My great-grandfather had a sharp wit; he quipped: ich zeh di klaidel nur vu iz di maidel? (I see the dress but where is the girl?)

  8. I’m not entirely sure how banning any pictures of women is respectful. “Banning” is disrespectful. If it were meant to give respect to women, then why didn’t they ban men’s photos and respect them too?
    Obliterating female images doesn’t leave space to present a woman honestly; clearly, it is an attempt to hide us!
    The sale has vendors selling all kinds of things for our body, and I think it is only natural to have photos of “bodies” displaying their wares.
    After all, men’s bodies change too… this bit of honesty isn’t reserved for women.

    • I totally agree with you. Banning is not the solution! How about approaching modest clothing companies and asking them to represent all body types in their promotions? How about allowing brochures but not billboards or posters? How about not doing anything at all and letting people deal with their own discomfort in their own way, and not at the expense of others who don’t have any problem with it? I personally like to see photos of the product, whatever it is, in use: especially clothing. I’m not offended at all by modest clothing being modelled. Why should immodesty have all the publicity? Why can’t our daughters see that being modest is something to be proud of, can be beautiful, is worth advertising? Why should our daughters only be exposed to immodesty? I just don’t get it.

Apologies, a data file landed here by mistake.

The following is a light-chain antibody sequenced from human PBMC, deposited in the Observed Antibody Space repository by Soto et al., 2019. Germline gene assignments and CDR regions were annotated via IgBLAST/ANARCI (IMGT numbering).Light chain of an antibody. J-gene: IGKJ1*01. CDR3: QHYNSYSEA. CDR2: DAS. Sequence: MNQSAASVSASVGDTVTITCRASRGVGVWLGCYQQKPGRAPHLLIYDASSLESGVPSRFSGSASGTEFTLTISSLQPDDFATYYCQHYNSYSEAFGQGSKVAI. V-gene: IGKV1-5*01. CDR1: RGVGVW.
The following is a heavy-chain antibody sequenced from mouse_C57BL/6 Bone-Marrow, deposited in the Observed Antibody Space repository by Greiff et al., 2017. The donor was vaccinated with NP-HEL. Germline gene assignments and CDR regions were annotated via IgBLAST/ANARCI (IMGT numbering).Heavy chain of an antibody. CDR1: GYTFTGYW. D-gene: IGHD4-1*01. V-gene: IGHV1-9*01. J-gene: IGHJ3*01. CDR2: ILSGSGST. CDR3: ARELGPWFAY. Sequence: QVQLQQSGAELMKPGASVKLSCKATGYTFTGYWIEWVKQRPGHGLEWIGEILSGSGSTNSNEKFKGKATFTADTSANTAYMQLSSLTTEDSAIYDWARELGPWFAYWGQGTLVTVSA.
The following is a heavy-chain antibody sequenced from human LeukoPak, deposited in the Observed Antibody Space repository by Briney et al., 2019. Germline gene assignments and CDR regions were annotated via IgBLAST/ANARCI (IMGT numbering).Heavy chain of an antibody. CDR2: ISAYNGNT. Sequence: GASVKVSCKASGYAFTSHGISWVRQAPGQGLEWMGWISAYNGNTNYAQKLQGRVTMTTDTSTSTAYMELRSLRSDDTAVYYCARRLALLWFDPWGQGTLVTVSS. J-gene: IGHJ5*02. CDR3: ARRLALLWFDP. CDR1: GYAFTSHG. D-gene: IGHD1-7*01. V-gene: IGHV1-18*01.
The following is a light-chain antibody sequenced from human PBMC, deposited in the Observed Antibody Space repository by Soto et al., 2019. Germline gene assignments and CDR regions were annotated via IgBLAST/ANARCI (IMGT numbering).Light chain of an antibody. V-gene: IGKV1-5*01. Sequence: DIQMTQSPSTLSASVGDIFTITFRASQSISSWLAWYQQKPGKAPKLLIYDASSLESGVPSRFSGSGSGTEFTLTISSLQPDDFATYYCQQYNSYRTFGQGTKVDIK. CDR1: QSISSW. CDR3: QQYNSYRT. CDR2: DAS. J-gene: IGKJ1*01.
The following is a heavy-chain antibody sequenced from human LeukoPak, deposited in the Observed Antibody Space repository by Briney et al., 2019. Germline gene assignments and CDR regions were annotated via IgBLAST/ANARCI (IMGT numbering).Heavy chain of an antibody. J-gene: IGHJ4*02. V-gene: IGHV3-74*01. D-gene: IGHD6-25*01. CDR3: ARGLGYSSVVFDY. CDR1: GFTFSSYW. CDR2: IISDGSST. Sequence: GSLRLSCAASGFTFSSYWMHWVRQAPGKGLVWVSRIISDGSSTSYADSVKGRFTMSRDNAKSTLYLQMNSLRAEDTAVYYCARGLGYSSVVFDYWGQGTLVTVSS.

9. I’ve also notice that about children modeling. It disgusts me.

    This year, as soon as we bought the magazine, I cut out the first pages which are ALL advertisements. There were about 20 pages of advertisements.
    It doesn’t help the covers, or the advertiesements within the articles. But it helps.

    • It’s not so much that suddenly there are so many children modelling, it’s the complete lack of adult women models (even not so many male models) that makes the little made-up girls so strikingly out of place. I find it quite insidious.